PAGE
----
You know the drill: managers who are unresponsive, unprepared, waste time, and don’t get back to candidates. Or, those who ask illegal questions, or just cringe-worthy ones. Tell me about yourself!

Or they say this: “I need to see 137 more resumes!”

Recruiting Toolbox’s Carmen Hudson, speaking at the ERE conference here in Chicago, gave recruiting leaders some advice on improving the manager/recruiter relationship.

Her suggestions: keep reading…

Likes Attract, But Humor Will Get You the Job

by
John Zappe
Aug 30, 2013, 5:49 am ET

Today’s Roundup is about attraction. Both kinds.

What do you mean, “What do you mean both kinds?”? (Grammar police are investigating that questionable mark usage.) This is about recruiting, so the first kind is that between hiring manager and Ms. or Mr. Mostly Perfect Candidate.

What is it that led the hiring manager to offer the job to X instead of Y, both of whom have the requisite skills, experience, ability, and talent?

X has a better sense of humor than you. keep reading…

Google’s Weird Interview Questions: ‘A Complete Waste of Time

by
John Zappe
Jun 24, 2013, 1:26 pm ET
Laszlo Bock

Laszlo Bock

You may have suspected that those peculiar interview brainteasers made famous by Google, Microsoft, and enough other companies that Glassdoor is able to come up with an annual list of 25 were, well, a waste of time.

You were right. And no less an authority than Google’s own Laszlo Bock says so. He’s Google’s senior vice president of people operations and in a New York Times interview he bluntly calls “a complete waste of time.” “They don’t predict anything,” he told The Times. “They serve primarily to make the interviewer feel smart.”

So the Google question that made this year’s Glassdoor list — “How many cows are there in Canada?” — has no probative value when determining whether the person being interviewed can do the job. Another of Bock’s frank admissions is that college grades and test scores have almost no correlation to future job performance. No longer does Google ask for college transcripts, except for brand new college grads. For everyone else, Bock told The Times, “We found that they don’t predict anything.” keep reading…

Develop a Hiring Manager Scorecard … to Make Them More Accountable (Part 1 of 2)

by
Dr. John Sullivan
Jun 24, 2013, 6:06 am ET

Few in the corporate world would argue against the fact that the actions of hiring managers have a significant impact on hiring. In fact, I estimate their impact to be over 50 percent (with recruiters and the corporate employer brand covering the remaining impacts). But unfortunately, I estimate that less than 5 percent of corporate hiring managers are formally assessed or held accountable for their contribution to the hiring process. What is needed is a hiring manager scorecard.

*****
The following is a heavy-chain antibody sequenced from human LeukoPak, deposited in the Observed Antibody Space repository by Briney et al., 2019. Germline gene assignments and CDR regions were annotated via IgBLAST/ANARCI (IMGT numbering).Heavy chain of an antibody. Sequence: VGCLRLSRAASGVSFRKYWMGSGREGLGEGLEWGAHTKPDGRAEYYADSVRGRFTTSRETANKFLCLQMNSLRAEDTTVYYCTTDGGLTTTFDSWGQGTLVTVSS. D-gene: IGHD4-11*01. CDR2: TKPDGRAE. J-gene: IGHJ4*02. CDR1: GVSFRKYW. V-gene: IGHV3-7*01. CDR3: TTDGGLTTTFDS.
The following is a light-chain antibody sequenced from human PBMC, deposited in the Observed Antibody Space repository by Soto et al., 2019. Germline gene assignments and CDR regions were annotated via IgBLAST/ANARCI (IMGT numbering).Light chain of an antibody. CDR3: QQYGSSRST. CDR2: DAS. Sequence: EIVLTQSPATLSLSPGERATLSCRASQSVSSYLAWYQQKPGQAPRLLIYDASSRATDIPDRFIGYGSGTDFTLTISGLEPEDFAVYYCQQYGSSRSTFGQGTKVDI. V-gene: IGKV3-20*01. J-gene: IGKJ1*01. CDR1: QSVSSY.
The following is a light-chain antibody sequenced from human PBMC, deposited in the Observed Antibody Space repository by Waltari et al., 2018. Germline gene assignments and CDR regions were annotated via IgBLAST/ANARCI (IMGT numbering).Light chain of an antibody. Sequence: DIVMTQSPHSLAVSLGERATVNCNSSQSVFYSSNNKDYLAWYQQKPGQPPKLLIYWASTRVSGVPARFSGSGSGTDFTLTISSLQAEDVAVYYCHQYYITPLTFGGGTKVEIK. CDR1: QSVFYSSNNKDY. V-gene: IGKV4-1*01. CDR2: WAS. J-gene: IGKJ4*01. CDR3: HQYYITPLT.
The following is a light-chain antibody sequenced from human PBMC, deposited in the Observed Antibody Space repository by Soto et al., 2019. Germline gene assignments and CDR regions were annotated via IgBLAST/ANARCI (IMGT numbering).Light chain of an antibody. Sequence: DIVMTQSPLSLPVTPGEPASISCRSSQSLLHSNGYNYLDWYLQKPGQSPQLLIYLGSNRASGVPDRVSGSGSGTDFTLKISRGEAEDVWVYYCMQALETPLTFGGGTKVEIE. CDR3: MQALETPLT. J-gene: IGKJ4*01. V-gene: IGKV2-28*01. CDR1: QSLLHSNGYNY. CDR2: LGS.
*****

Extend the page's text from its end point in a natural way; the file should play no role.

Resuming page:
The goal of this scorecard is obviously to identify “problem” hiring managers but it is also to learn and then share the best practices of top-performing hiring managers with all other managers in the corporation.

After setting your overall functional goals, recruiting leaders need to develop these four items.

  1. Develop hiring and overall recruiting process metrics
  2. Develop recruiter competencies
  3. Develop an individual recruiter scorecard
  4. Develop a scorecard covering individual hiring managers.

I have covered the first three items in recent ERE.net articles, so this one will focus on a hiring manager’s scorecard.

The Benefits of Assessing Hiring Managers keep reading…

Network With a Spy: The NSA Knows the ‘Hidden Job Market’

by
John Zappe
Jun 14, 2013, 3:14 am ET

CIA recruitment adWith all due respect to Lou Adler, the world now knows how to discover his “hidden job market.”

Call the NSA. Skip the networking with the hoi polloi and just cozy up to a spy who works IT for the agency.

As we all now know, the National Security Agency is tapped into every phone call and every email we all send and receive. (Which explains why those Nigerian businessmen and royalty have so much trouble getting their millions out of the country. But that’s another story.)

So who better to know who’s hiring, what the jobs are, and how to get directly to the hiring manager than one of the agency’s network admins? keep reading…

Find the Best Candidates Faster

by
Randall Birkwood
May 2, 2012, 7:42 am ET

The most important part of the recruiting process is the recruiter’s initial meeting with the hiring manager. With the right approach you can save an incredible amount of time and energy, and hire better candidates. In addition, you raise your standing with hiring managers to that of a true business partner.